> Actually, absent some careful cooperation between the kernel
> and the interpreter to prevent a race condition that can cause
> the interpreter to run (with elevated permissions) a completely
> different script than the one that was marked setuid, setuid
> scripts _are_ insecure in a way that _cannot_ be fixed by any
> degree of care that might be taken in the writing of the script.

Wow.  I had no idea.

A while back a coworker asked me to help figure out why he couldn't get his script to run setuid on Linux. Some investigation turned up that the Linux kernel explicitly forbids setuid programs whose first two bytes are # and !.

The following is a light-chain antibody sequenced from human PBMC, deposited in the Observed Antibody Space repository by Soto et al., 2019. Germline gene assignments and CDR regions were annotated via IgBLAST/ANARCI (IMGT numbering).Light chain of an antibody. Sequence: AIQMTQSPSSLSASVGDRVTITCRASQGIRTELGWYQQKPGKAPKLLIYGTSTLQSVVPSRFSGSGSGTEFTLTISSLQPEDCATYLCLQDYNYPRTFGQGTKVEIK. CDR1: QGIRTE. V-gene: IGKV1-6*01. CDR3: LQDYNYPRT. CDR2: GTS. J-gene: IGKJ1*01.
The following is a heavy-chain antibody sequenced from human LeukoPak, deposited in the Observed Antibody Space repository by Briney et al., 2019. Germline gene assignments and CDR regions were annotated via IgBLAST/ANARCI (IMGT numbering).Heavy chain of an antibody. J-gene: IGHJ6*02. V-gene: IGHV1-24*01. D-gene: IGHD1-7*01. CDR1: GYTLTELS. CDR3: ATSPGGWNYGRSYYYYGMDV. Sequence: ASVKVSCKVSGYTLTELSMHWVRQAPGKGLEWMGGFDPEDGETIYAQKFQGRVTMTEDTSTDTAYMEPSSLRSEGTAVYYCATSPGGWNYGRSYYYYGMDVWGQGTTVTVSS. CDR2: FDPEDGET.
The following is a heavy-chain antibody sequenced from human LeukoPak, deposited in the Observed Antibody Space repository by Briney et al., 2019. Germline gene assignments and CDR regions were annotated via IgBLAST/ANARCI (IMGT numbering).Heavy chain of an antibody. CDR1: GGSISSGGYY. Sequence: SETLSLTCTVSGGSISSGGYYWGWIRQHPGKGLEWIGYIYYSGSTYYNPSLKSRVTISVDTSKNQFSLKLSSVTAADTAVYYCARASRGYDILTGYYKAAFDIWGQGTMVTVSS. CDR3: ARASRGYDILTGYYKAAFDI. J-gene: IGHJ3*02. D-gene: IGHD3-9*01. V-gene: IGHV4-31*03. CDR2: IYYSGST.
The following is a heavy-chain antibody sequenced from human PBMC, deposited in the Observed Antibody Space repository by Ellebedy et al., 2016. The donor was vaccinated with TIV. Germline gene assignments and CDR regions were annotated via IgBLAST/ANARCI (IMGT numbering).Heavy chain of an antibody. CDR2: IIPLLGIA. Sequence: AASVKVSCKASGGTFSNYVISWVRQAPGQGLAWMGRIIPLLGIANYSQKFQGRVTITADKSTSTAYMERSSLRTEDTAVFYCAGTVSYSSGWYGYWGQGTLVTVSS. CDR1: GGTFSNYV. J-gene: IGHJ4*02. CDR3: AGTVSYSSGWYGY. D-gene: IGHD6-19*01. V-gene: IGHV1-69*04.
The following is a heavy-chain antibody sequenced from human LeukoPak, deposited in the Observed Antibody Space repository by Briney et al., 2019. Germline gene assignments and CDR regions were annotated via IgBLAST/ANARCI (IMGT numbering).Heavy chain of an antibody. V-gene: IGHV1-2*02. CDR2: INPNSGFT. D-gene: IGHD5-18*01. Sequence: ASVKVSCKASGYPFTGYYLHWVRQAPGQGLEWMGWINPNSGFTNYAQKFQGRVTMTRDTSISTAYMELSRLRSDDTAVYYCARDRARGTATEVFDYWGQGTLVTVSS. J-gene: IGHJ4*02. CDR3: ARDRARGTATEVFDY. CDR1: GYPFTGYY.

So it disables even setuid scripts that don't use the shell, like Python or Perl scripts.

I came across a page that explained all the different ways setuid scripts could screw up - one would have to be a rocket scientist to avoid all the potential pitfalls.

Michael David Crawford - We Don't Assume You Are Stupid.

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